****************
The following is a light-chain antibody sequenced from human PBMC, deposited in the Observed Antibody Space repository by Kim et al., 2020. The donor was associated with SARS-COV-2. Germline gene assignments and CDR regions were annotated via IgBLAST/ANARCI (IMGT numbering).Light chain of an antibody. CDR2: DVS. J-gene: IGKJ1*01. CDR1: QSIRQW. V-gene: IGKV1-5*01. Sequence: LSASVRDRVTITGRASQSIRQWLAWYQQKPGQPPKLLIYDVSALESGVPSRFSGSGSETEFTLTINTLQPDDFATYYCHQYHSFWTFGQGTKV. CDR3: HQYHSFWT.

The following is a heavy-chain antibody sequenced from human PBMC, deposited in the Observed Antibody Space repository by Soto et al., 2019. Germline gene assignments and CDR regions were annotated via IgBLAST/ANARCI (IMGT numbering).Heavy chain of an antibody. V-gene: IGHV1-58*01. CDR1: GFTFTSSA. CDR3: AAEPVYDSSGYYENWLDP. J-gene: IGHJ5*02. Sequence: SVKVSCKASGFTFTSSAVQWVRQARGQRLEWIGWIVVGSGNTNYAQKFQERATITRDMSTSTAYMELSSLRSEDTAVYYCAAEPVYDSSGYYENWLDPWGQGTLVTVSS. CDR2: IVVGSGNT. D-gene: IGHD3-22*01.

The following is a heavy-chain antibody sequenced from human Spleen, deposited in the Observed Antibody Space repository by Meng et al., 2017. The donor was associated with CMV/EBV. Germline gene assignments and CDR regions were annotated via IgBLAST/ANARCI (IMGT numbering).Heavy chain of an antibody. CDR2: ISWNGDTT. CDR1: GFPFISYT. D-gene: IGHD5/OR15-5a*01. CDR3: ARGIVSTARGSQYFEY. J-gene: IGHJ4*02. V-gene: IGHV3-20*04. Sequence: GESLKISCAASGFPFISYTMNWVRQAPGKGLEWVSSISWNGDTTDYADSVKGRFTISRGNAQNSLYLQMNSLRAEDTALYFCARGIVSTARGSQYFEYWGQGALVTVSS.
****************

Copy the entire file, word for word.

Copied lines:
The following is a light-chain antibody sequenced from human PBMC, deposited in the Observed Antibody Space repository by Kim et al., 2020. The donor was associated with SARS-COV-2. Germline gene assignments and CDR regions were annotated via IgBLAST/ANARCI (IMGT numbering).Light chain of an antibody. CDR2: DVS. J-gene: IGKJ1*01. CDR1: QSIRQW. V-gene: IGKV1-5*01. Sequence: LSASVRDRVTITGRASQSIRQWLAWYQQKPGQPPKLLIYDVSALESGVPSRFSGSGSETEFTLTINTLQPDDFATYYCHQYHSFWTFGQGTKV. CDR3: HQYHSFWT.

The following is a heavy-chain antibody sequenced from human PBMC, deposited in the Observed Antibody Space repository by Soto et al., 2019. Germline gene assignments and CDR regions were annotated via IgBLAST/ANARCI (IMGT numbering).Heavy chain of an antibody. V-gene: IGHV1-58*01. CDR1: GFTFTSSA. CDR3: AAEPVYDSSGYYENWLDP. J-gene: IGHJ5*02. Sequence: SVKVSCKASGFTFTSSAVQWVRQARGQRLEWIGWIVVGSGNTNYAQKFQERATITRDMSTSTAYMELSSLRSEDTAVYYCAAEPVYDSSGYYENWLDPWGQGTLVTVSS. CDR2: IVVGSGNT. D-gene: IGHD3-22*01.

The following is a heavy-chain antibody sequenced from human Spleen, deposited in the Observed Antibody Space repository by Meng et al., 2017. The donor was associated with CMV/EBV. Germline gene assignments and CDR regions were annotated via IgBLAST/ANARCI (IMGT numbering).Heavy chain of an antibody. CDR2: ISWNGDTT. CDR1: GFPFISYT. D-gene: IGHD5/OR15-5a*01. CDR3: ARGIVSTARGSQYFEY. J-gene: IGHJ4*02. V-gene: IGHV3-20*04. Sequence: GESLKISCAASGFPFISYTMNWVRQAPGKGLEWVSSISWNGDTTDYADSVKGRFTISRGNAQNSLYLQMNSLRAEDTALYFCARGIVSTARGSQYFEYWGQGALVTVSS.